A proposal to expand a private motorsports track near Duncan is expected to go to a public hearing early this fall.
North Cowichan’s council gave the first two readings to the approximately $36-million phase-two of the Vancouver Island Motorsport Circuit at a packed council meeting on Aug. 21 that was held in the ballroom at the Ramada Hotel to hold the large crowd that attended.
Council anticipated a big turnout for the meeting because the levels of noise emanating from the VIMC have led to complaints and lawsuits from a number of its neighbours from the beginning of its operations in 2016.
Mark Holland, a consulting planner for the VIMC, told council that many changes have been made to the original proposal for the second phase of the VIMC in order to deal with the sound issues.
He said these include restrictions on hours of operation and on operating on statutory holidays, the installation of berms, walls and sound fences to mitigate the sounds from the track, the installation of sound-monitoring stations in the surrounding neighbourhoods, and restrictions on the maximum permitted sound output from the facility.
“We’ll have strong penalties of $5,000 for each breach of the sound limit, and we’ll give a $25,000 bond to the municipality for that purpose,” Holland said.
Holland said the VIMC’s commitment to limiting noise is based on the CVRD’s noise control bylaw, which specifies a maximum standard for “continuous sound” of 60 decibels, measured at the point of reception.
The bylaw defines “continuous noise” to be any noise other than construction noise that continues for a period or periods of totalling three minutes or more in any 15 minute period.
The applicant is proposing a comparable standard, with some exceptions, with a maximum standard of 59 decibels.
“We’ve made a lot of changes to our original proposal to meet the noise concerns,” Holland said.
A staff report written by North Cowichan’s director of planning Rob Conway said the noise concerns are unlikely to be fully resolved through the zoning amendment process.
But Conway said the applicant’s commitments would establish an enforceable baseline standard for noise levels and would provide the public with greater certainty over the level of noise to be expected, and some recourse should the agreed upon standard be exceeded.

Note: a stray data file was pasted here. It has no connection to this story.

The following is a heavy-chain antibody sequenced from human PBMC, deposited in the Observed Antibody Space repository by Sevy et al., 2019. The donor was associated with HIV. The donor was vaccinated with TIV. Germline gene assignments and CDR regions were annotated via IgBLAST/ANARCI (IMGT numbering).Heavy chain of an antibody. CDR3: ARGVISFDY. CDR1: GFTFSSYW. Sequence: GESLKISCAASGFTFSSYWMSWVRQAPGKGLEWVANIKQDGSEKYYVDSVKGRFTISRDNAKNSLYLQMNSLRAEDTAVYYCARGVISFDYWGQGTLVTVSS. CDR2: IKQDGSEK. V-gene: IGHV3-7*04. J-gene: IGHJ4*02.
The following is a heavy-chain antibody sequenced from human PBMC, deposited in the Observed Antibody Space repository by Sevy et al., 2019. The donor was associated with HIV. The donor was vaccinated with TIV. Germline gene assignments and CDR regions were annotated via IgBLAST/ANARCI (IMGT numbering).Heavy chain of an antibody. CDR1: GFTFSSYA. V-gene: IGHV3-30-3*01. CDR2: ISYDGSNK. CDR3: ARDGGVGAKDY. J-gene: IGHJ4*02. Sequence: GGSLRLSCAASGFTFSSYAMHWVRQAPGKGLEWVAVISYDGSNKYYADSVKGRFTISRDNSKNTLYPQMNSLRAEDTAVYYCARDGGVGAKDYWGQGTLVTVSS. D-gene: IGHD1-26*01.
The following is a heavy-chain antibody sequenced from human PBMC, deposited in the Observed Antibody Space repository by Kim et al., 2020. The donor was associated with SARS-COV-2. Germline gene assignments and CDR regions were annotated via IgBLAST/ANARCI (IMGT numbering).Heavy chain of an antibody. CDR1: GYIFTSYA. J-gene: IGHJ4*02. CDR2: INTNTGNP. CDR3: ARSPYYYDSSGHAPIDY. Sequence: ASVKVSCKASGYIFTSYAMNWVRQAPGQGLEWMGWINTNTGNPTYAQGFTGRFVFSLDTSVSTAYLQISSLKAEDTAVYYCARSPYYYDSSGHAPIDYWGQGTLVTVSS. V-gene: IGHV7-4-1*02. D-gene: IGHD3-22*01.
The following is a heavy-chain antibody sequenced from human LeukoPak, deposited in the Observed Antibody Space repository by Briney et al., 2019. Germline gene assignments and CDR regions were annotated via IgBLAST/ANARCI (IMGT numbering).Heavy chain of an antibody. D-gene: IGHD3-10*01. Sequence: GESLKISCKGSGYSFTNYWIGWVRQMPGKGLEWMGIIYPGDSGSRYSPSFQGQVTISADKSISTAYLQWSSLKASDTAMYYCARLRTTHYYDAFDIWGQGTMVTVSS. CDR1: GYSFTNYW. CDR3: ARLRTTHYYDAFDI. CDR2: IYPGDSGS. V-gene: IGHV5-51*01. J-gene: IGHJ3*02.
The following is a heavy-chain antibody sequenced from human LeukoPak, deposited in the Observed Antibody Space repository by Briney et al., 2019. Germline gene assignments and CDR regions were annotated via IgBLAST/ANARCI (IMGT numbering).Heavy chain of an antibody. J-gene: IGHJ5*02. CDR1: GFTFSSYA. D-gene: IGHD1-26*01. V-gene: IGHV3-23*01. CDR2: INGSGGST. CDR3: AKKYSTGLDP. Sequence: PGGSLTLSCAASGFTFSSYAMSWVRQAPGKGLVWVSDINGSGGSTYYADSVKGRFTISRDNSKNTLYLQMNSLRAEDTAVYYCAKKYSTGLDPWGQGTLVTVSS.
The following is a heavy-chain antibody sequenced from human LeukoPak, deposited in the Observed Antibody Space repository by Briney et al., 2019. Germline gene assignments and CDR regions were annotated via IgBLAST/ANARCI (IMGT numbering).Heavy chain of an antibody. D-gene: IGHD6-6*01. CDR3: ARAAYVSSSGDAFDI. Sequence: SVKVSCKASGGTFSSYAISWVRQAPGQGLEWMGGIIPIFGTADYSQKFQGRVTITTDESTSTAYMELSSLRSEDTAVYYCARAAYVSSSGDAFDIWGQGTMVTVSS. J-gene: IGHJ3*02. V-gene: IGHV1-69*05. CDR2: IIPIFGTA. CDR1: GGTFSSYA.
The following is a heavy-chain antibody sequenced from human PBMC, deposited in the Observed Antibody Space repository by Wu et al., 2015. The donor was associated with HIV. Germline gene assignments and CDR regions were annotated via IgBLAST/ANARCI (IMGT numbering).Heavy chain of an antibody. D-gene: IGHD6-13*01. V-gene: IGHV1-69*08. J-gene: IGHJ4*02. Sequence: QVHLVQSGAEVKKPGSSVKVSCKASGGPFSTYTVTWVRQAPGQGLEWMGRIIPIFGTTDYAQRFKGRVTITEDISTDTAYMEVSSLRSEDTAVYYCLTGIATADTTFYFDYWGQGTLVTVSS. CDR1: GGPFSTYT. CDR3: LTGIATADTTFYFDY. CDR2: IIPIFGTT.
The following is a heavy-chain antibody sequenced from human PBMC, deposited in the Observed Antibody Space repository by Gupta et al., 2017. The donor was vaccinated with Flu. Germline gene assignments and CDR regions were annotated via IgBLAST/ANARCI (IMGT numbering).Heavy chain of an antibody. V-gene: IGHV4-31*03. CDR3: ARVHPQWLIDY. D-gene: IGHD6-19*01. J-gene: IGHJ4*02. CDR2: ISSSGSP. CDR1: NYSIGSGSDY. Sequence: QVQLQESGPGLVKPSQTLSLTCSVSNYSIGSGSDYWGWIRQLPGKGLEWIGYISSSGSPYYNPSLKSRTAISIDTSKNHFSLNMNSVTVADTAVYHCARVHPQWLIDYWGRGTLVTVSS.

“The baseline standard is consistent with levels permitted by the CVRD under its noise regulation bylaw applicable to the Sahtlam area,” Conway said.
The VIMC opened in June, 2016, on the Cowichan Valley Highway near Mount Prevost.
The expansion is proposed north of the existing 18.74-hectare site where the motor vehicle circuit and clubhouse are currently situated.
Phase-two of the facility on a 42.47 hectare site is proposed to include a new five-kilometre paved motor vehicle circuit, an off-road motor vehicle circuit, a new clubhouse and buildings for maintaining, repairing and storing motor vehicles.
Isabelle Rimmer, president of the Sahtlam Neighbourhood Association, said she has concerns with the VIMC’s proposal to only allow the sound to exceed 59 decibels for three out of every 15 minutes.
“That means that for three minutes out of 15, they can make as much noise as they want,” she said.
“Also, aside from the plans for berms, walls and fences to help mitigate the noise, there are no other concrete plans and they don’t even know if that will work. Our feeling is that if council took an objective look at the expansion proposal, they would see that allowing it to go ahead would be a bad idea.”
Supporters of the expansion, including many members of the local business community, were at the meeting in large numbers wearing yellow carnations.
Matt Delange, general manager of Surespan Structures that neighbours the VIMC, said the large construction company has operated from 5 a.m. to 2 a.m. each work day for years and has never had a noise complaint.
He said he’s hoping that much of the work to construct phase two will go to Surespan.
“We’re facing challenges at Surespan in that skilled labour is hard to come by, and we want to keep our workers here so this project will help support that,” Delange said.